“You” is a great Netflix–Affiliated thriller that follows a troubled man as he stalks an aspiring young writer. The show is a complicated yet interesting look at the mind of this deranged person.
At a glance, “You” seems fun but un-extraordinary. The raw outline of it is a shocking story scattered with twists and turns bound to keep its viewers on their toes.
Along with its general plot, the series involves interesting characters, each one with a diverse personality and layered stories of their own. Even better, all these characters live in New York, and the show runners use the setting’s density to give the audience the sense that anything could happen.
Despite all the positive aspects of “You,” it’s nothing we haven’t seen before. In “Riverdale,” for example, there’s a very similar sort of “modern thriller” vibe.
Another factor that detracts from “You” is its willingness to fall into common tropes and cliches. While watching, I felt there was a certain repetitiveness in many scenes, simply because near duplicates can be found on shows elsewhere.
So that’s what “You” looks like, in the broadest scope. But when placed under a critical magnifying glass, there is so much more to this popular thriller.
The most important thing about this show, the axis around which it all rotates, is the psychotic antihero, Joe Goldberg. From the opening scene, when Joe first lays eyes on Beck, the aforementioned writer, we are plunged head first into his perspective via narration. We are overwhelmed by this character, which, despite that phrase‘s connotation, is a good thing.
What comes from being so consistently in the mind of this man is that we can’t help but identify with him; in fact, we become him, and as a result, fascinatingly, we begin to sympathize with the psychopath. Every terrible thing he does, we recognize as terrible, but in the back of our mind we think “Well he did it for love” or “maybe that guy deserved what he got.” This could be seen as a bad thing, after all, it’s normalizing murder and kidnapping. We are verifying everything that Joe does as OK. No matter how you view the pros and cons of this mindset we are given however, it is certainly impressive that we received it in the first place.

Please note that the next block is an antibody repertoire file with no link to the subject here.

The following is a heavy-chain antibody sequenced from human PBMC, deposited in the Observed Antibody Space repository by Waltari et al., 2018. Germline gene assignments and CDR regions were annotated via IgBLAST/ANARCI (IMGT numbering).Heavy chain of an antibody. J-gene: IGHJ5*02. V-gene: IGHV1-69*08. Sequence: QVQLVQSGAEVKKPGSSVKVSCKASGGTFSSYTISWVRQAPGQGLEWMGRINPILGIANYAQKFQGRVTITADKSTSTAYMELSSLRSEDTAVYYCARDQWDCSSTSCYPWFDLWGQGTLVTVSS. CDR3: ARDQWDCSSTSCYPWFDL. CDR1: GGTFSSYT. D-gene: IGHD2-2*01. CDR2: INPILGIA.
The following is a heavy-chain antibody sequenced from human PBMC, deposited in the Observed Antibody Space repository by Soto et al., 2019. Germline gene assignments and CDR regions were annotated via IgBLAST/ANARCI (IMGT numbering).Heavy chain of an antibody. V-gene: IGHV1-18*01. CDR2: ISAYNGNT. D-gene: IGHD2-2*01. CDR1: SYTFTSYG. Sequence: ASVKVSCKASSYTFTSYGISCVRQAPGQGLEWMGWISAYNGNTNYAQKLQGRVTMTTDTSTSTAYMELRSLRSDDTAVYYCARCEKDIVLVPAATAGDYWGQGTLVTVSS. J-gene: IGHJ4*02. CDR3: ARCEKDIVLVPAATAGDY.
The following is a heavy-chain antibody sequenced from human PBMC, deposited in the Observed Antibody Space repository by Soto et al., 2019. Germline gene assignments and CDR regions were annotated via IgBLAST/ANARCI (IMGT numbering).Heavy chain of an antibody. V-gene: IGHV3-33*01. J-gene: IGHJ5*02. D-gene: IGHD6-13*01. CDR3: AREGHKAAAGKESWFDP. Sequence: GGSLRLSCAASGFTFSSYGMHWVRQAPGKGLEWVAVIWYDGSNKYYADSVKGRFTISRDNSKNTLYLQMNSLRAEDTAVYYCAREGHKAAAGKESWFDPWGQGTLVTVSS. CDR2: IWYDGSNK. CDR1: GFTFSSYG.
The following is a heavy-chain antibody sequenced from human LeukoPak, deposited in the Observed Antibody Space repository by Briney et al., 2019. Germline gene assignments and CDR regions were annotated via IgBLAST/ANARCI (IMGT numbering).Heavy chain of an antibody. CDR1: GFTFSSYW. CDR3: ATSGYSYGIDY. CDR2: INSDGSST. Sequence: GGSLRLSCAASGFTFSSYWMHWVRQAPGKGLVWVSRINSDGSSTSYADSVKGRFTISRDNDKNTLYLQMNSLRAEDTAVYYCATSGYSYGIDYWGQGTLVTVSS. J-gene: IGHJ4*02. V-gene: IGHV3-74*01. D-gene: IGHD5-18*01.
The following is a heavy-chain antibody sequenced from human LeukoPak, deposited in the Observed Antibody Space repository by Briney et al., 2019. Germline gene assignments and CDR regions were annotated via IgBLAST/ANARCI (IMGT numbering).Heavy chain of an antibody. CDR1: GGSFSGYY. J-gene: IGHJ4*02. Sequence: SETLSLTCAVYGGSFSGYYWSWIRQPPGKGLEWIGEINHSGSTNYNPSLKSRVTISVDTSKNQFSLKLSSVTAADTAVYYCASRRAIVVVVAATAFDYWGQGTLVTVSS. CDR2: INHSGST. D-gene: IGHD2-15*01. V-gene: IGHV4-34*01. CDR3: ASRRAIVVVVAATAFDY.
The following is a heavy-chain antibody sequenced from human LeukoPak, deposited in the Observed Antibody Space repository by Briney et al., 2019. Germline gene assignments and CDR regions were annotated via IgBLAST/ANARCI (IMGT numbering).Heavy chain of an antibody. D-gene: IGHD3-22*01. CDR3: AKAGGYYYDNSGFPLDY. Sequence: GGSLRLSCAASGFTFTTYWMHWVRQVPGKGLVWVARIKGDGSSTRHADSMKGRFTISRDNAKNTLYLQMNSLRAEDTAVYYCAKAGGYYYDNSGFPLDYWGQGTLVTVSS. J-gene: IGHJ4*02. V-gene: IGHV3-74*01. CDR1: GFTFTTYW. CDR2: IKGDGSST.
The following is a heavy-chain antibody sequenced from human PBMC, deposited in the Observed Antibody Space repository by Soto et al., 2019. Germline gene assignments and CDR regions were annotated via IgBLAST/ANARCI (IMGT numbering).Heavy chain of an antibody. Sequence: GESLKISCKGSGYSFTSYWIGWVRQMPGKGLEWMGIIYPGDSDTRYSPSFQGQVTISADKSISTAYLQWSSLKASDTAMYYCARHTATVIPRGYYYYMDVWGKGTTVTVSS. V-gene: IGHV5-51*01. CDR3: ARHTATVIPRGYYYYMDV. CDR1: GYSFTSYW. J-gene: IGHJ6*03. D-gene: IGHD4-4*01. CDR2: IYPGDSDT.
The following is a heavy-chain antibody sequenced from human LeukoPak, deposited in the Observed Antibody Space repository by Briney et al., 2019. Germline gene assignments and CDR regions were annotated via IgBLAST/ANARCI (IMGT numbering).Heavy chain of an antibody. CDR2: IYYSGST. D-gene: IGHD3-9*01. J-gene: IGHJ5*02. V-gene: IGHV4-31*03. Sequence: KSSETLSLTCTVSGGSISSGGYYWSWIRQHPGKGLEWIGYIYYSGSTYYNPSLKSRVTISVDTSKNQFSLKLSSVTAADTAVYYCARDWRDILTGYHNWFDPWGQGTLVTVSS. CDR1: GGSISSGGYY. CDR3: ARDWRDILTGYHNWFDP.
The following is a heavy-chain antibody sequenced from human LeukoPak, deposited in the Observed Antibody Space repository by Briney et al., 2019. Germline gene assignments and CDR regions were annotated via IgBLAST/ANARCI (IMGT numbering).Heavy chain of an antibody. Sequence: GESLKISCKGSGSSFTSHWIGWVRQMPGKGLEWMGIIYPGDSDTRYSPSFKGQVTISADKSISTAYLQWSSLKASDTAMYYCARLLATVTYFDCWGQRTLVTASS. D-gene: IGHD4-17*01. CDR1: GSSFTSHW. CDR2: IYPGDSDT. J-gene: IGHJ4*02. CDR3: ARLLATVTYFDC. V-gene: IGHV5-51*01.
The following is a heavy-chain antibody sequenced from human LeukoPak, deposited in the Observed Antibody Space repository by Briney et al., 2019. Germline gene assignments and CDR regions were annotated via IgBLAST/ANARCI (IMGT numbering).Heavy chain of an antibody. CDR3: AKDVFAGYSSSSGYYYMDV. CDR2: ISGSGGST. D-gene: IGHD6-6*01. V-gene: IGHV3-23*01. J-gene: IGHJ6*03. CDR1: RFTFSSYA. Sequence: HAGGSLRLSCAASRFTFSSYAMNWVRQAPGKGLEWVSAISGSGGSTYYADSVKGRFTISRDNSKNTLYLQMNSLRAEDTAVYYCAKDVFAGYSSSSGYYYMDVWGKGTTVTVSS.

The writers of “You” created this feeling of sympathy on purpose. It’s no coincidence that we unconsciously justify everything that Joe does. The commiseration we feel with Joe is, in a way, the point of the show. It’s a commentary, it is proof that despite the subject matter of any story, even beyond “You,” our positive feelings inevitably gravitate toward the narrator, especially when, at a glance, that narrator is intelligent, caring and only a little insane.
Now that I have been given some space from “You” and become disconnected from Joe, I can think about the things he did over the course of the series, and they are terrible things. The reason I mention this is because I never had viewed his actions as so obviously bad while I was watching “You”, but I think that’s great. Like I said, I’m impressed, because for the two week span while I was watching the show, I was so immersed in its character and universe, and isn’t that all we want from anything fictional, to be sucked into that reality?
Overall, “You” is fantastic, but imperfect, and definitely worth the watch if you have a solid block of free time to reserve for the show.